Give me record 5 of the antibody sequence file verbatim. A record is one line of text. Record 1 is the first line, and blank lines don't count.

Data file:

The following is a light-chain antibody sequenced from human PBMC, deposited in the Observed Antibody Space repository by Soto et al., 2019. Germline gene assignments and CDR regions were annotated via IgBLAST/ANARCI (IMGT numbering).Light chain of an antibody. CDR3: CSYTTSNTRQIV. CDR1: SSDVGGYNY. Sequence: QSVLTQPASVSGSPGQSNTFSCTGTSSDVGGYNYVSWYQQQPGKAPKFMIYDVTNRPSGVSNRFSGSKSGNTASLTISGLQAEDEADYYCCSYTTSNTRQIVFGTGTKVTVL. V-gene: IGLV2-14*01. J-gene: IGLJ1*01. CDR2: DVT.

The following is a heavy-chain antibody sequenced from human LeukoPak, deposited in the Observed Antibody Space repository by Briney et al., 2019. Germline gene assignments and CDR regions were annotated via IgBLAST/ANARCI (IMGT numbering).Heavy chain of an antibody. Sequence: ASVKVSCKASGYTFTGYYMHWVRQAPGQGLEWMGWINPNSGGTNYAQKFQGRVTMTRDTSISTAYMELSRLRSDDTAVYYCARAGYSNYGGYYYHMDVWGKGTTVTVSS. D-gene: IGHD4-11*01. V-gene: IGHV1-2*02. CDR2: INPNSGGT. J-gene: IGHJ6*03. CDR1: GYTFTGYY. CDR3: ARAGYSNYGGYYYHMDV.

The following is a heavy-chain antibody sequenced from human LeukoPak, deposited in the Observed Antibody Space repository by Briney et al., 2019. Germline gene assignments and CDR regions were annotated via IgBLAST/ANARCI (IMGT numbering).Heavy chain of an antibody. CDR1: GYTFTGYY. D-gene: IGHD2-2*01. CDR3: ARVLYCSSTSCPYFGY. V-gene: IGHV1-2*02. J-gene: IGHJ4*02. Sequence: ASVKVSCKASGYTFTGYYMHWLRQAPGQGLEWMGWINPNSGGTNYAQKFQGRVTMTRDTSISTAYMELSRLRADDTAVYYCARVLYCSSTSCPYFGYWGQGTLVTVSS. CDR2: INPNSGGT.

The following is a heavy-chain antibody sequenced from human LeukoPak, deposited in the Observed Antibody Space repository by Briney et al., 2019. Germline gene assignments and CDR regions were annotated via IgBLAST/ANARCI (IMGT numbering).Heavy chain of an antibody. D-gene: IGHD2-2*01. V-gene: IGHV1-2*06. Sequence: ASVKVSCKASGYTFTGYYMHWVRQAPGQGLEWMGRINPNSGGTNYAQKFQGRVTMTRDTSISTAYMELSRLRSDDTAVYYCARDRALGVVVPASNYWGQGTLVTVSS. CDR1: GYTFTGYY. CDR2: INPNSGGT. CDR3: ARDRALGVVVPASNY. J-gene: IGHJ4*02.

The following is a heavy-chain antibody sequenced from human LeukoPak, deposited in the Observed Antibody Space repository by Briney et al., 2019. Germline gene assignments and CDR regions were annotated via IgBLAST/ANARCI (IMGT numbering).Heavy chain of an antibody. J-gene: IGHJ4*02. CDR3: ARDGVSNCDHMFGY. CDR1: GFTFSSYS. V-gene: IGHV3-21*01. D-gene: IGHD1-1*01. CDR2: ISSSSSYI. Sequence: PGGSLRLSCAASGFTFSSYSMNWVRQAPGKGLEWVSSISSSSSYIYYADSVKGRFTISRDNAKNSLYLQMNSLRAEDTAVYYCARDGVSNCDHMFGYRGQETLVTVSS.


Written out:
The following is a heavy-chain antibody sequenced from human LeukoPak, deposited in the Observed Antibody Space repository by Briney et al., 2019. Germline gene assignments and CDR regions were annotated via IgBLAST/ANARCI (IMGT numbering).Heavy chain of an antibody. J-gene: IGHJ4*02. CDR3: ARDGVSNCDHMFGY. CDR1: GFTFSSYS. V-gene: IGHV3-21*01. D-gene: IGHD1-1*01. CDR2: ISSSSSYI. Sequence: PGGSLRLSCAASGFTFSSYSMNWVRQAPGKGLEWVSSISSSSSYIYYADSVKGRFTISRDNAKNSLYLQMNSLRAEDTAVYYCARDGVSNCDHMFGYRGQETLVTVSS.